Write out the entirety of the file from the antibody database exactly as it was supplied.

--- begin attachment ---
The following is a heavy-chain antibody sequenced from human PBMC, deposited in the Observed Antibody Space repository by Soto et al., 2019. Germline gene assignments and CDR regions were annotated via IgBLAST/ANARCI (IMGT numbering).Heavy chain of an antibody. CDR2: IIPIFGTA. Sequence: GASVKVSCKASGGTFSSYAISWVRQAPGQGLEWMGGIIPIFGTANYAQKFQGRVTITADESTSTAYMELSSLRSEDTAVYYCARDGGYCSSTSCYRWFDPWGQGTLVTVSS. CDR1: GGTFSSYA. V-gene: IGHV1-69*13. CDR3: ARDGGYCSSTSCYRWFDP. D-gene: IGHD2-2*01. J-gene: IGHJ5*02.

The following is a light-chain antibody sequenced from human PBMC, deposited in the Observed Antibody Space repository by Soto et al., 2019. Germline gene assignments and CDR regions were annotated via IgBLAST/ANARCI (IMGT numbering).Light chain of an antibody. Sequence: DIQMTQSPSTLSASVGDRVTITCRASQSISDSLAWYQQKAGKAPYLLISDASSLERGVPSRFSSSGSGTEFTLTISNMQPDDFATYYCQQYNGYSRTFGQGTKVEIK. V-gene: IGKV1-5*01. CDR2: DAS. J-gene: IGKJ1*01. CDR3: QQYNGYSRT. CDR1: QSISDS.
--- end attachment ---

The following is a heavy-chain antibody sequenced from human PBMC, deposited in the Observed Antibody Space repository by Soto et al., 2019. Germline gene assignments and CDR regions were annotated via IgBLAST/ANARCI (IMGT numbering).Heavy chain of an antibody. CDR2: IIPIFGTA. Sequence: GASVKVSCKASGGTFSSYAISWVRQAPGQGLEWMGGIIPIFGTANYAQKFQGRVTITADESTSTAYMELSSLRSEDTAVYYCARDGGYCSSTSCYRWFDPWGQGTLVTVSS. CDR1: GGTFSSYA. V-gene: IGHV1-69*13. CDR3: ARDGGYCSSTSCYRWFDP. D-gene: IGHD2-2*01. J-gene: IGHJ5*02.

The following is a light-chain antibody sequenced from human PBMC, deposited in the Observed Antibody Space repository by Soto et al., 2019. Germline gene assignments and CDR regions were annotated via IgBLAST/ANARCI (IMGT numbering).Light chain of an antibody. Sequence: DIQMTQSPSTLSASVGDRVTITCRASQSISDSLAWYQQKAGKAPYLLISDASSLERGVPSRFSSSGSGTEFTLTISNMQPDDFATYYCQQYNGYSRTFGQGTKVEIK. V-gene: IGKV1-5*01. CDR2: DAS. J-gene: IGKJ1*01. CDR3: QQYNGYSRT. CDR1: QSISDS.